Wednesday, September 7, 2016

Picture Book Round-Up


Bloom by Doreen Cronin and David Small.  Not so much a picture book but a fairy tale to be shared.  A fairy named Bloom is very powerful, but she has heavy feet and she tracks mud everywhere.  The Kingdom of Glass deems this unsuitable, so they banish Bloom into the forest.  Years later, the kingdom is falling apart.  It's only held together with "tape, glue, and peasants" (Small rather delightfully adds an illustration of the castle in silouhette with little people studded throughout the walls, rather like cranberries in a muffin).  The King remembers that there is a powerful fairy in the forest who might save the kingdom.  He rides off and encounters Bloom, who flings a pot of mud at his feet and tells him that is the magic that will save the kingdom.

This isn't acceptable at all, so the King rides off in a huff.  Ditto the Queen when she comes to visit.  Finally, the royal household sends Genevieve, the royal crystal spoon-washer, because she is the quietest, gentlest, and most ordinary of all.

When Bloom asks why the King and Queen sent a girl entrusted with only a spoon's maintenance to save a kingdom, Genevieve replies that she is ordinary.

The fairy with heavy footfalls and the propensity to leave dirt everywhere is also a can-do feminist, and she teaches Genevieve that "there's no such thing as an ordinary girl."  Genevieve returns to the kingdom loud, in charge, full of dirt, and perfectly capable of rebuilding the kingdom ... in brick.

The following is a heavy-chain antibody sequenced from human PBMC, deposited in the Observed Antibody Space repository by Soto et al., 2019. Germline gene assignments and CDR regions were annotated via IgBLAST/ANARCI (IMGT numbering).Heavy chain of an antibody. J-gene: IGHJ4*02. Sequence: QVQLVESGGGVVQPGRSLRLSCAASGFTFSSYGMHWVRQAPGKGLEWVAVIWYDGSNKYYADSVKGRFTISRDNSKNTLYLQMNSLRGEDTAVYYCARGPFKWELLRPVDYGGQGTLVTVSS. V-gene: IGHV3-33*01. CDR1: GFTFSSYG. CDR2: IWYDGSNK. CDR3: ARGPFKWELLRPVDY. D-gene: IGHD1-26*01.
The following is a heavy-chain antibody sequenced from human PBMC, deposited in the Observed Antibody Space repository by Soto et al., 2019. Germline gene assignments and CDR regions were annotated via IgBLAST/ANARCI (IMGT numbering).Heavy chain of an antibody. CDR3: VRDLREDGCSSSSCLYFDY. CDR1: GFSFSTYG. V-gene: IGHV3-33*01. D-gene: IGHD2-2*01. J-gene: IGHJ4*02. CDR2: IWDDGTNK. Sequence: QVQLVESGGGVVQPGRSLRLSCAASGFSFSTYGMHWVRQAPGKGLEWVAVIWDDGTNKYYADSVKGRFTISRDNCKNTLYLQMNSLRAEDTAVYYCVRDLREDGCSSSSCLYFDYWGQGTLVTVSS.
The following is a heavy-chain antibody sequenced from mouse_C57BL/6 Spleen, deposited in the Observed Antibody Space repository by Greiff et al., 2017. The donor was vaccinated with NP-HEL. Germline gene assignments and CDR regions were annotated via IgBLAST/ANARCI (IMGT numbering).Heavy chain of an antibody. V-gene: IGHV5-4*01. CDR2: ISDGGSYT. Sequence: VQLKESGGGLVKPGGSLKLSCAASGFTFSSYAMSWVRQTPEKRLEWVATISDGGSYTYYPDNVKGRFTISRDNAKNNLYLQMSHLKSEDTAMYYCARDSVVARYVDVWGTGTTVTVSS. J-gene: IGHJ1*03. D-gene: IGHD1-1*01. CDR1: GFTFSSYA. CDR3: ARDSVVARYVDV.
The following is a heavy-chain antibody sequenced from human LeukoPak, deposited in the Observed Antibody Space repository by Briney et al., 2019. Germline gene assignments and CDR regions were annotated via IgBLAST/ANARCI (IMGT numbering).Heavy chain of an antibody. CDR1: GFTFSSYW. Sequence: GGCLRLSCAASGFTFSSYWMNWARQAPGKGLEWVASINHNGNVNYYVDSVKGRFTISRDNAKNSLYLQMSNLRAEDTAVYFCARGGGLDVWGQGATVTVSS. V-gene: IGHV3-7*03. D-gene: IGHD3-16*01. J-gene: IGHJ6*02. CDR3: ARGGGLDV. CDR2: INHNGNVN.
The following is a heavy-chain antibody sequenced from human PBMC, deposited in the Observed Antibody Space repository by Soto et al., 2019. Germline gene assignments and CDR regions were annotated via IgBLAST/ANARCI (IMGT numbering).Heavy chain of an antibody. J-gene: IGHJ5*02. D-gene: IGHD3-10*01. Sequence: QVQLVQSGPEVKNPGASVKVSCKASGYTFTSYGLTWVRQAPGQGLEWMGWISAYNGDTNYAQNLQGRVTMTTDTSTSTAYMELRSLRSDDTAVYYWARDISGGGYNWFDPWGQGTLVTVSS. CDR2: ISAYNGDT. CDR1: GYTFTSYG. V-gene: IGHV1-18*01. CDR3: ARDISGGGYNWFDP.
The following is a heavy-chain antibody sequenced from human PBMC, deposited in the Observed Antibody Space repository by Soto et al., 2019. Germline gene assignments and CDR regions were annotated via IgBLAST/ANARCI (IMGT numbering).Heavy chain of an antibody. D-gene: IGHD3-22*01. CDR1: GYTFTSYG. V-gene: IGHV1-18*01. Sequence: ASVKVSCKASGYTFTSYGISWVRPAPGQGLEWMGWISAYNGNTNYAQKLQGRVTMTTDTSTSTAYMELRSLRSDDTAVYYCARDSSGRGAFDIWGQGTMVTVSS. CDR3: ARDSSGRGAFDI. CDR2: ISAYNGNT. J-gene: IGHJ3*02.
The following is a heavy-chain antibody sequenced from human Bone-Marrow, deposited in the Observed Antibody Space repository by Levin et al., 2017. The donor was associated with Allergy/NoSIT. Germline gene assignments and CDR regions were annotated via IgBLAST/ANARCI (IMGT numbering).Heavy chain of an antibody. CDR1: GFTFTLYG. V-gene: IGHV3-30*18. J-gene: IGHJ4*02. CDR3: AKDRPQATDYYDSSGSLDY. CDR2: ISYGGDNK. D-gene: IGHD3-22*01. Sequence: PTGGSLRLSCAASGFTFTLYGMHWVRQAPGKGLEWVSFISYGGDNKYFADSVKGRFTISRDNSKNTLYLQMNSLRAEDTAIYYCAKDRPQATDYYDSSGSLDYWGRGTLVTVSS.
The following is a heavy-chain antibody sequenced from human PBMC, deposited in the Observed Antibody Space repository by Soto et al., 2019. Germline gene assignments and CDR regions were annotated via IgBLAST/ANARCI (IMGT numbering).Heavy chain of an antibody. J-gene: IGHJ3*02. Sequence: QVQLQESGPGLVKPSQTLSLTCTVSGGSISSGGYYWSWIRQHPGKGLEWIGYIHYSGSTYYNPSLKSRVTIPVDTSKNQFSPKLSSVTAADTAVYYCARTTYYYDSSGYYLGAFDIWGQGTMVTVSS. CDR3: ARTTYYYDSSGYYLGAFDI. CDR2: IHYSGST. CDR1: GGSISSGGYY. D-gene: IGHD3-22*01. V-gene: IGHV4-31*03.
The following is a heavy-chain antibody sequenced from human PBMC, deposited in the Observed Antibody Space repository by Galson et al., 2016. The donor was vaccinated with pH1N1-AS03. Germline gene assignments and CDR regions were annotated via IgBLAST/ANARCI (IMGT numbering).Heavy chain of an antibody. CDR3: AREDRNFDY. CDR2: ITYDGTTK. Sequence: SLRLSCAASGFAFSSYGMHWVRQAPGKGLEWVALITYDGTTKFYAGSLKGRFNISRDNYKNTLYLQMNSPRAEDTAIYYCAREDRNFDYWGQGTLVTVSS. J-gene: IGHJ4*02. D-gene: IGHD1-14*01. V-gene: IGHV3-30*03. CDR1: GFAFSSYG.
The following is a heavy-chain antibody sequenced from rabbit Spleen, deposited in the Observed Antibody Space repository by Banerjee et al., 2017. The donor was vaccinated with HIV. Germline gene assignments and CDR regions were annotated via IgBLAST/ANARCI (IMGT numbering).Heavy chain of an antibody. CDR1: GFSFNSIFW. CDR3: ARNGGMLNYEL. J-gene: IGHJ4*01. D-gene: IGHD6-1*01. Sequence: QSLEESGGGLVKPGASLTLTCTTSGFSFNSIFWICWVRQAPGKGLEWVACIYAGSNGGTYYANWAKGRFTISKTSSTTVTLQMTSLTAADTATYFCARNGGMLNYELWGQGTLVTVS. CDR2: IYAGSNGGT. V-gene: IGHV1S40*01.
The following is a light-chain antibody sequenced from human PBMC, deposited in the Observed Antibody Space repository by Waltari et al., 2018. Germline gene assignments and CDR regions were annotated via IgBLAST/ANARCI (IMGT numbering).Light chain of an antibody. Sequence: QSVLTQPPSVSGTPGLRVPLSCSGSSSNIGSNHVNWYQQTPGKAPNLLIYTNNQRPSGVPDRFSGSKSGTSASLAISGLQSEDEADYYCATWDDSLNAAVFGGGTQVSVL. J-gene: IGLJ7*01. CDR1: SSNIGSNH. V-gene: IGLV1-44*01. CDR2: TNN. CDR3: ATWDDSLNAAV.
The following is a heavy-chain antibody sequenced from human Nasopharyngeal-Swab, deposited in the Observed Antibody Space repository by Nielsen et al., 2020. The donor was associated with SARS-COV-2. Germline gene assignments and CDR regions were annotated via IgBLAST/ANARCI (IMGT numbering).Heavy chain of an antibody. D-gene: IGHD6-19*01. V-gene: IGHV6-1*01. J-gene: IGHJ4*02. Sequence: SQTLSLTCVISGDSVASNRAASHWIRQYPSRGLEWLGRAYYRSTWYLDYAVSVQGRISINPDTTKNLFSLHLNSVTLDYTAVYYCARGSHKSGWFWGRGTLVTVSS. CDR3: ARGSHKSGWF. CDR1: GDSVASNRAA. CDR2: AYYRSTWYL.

Cronin, author of Dooby Dooby Moo, Click Clack Moo, and other silly barnyard tales, hands readers a surprise and a gift with this story to be shared with all the girls in your life.


Chuck and Woodchuck by Cece Bell.  I imagined Caroline and Chuck's budding romance as how Cece Bell and Tom Angleberger met.  Honestly, I wouldn't be surprised to hear that there was a woodchuck involved in that story, too.  This was truly adorable, although perhaps a bit more adult-directed than storytime friendly.





Crash! The Cat by David McPhail.  This book has some of the most terrifyingly illustrated children I've ever had the misfortune to see in a picture book. I remarked to a coworker that the two girls looked like they were trying out for a Stephen King novel adaptation. Crash the cat resembles not so much a feline but a rabbit (add long ears and cut off the tail and you've got Crash the bunny), and he sleeps in a small human-shaped bed. As cats do.

A good pick for Halloween if you want to have nightmares about ill-dressed children with hair like octopi.

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